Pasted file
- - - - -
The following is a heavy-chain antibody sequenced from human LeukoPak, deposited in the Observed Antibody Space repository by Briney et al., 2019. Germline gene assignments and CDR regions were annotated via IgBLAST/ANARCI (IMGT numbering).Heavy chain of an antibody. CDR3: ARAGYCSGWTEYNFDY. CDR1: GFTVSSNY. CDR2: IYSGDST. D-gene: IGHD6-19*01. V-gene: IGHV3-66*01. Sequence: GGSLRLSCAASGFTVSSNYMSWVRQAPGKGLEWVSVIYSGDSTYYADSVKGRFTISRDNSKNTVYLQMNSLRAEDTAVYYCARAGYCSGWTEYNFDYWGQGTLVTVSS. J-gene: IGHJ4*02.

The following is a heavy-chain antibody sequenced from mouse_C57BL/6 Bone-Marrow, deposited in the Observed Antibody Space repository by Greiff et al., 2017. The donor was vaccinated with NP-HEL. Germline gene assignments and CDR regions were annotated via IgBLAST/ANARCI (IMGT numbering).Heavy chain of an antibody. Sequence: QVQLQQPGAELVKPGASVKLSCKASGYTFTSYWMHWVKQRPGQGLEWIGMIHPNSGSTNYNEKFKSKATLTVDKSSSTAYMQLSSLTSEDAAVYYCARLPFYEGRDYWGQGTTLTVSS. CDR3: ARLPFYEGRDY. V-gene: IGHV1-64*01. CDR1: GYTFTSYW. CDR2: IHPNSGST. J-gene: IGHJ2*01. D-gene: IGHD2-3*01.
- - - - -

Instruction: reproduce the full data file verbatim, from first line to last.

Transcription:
The following is a heavy-chain antibody sequenced from human LeukoPak, deposited in the Observed Antibody Space repository by Briney et al., 2019. Germline gene assignments and CDR regions were annotated via IgBLAST/ANARCI (IMGT numbering).Heavy chain of an antibody. CDR3: ARAGYCSGWTEYNFDY. CDR1: GFTVSSNY. CDR2: IYSGDST. D-gene: IGHD6-19*01. V-gene: IGHV3-66*01. Sequence: GGSLRLSCAASGFTVSSNYMSWVRQAPGKGLEWVSVIYSGDSTYYADSVKGRFTISRDNSKNTVYLQMNSLRAEDTAVYYCARAGYCSGWTEYNFDYWGQGTLVTVSS. J-gene: IGHJ4*02.

The following is a heavy-chain antibody sequenced from mouse_C57BL/6 Bone-Marrow, deposited in the Observed Antibody Space repository by Greiff et al., 2017. The donor was vaccinated with NP-HEL. Germline gene assignments and CDR regions were annotated via IgBLAST/ANARCI (IMGT numbering).Heavy chain of an antibody. Sequence: QVQLQQPGAELVKPGASVKLSCKASGYTFTSYWMHWVKQRPGQGLEWIGMIHPNSGSTNYNEKFKSKATLTVDKSSSTAYMQLSSLTSEDAAVYYCARLPFYEGRDYWGQGTTLTVSS. CDR3: ARLPFYEGRDY. V-gene: IGHV1-64*01. CDR1: GYTFTSYW. CDR2: IHPNSGST. J-gene: IGHJ2*01. D-gene: IGHD2-3*01.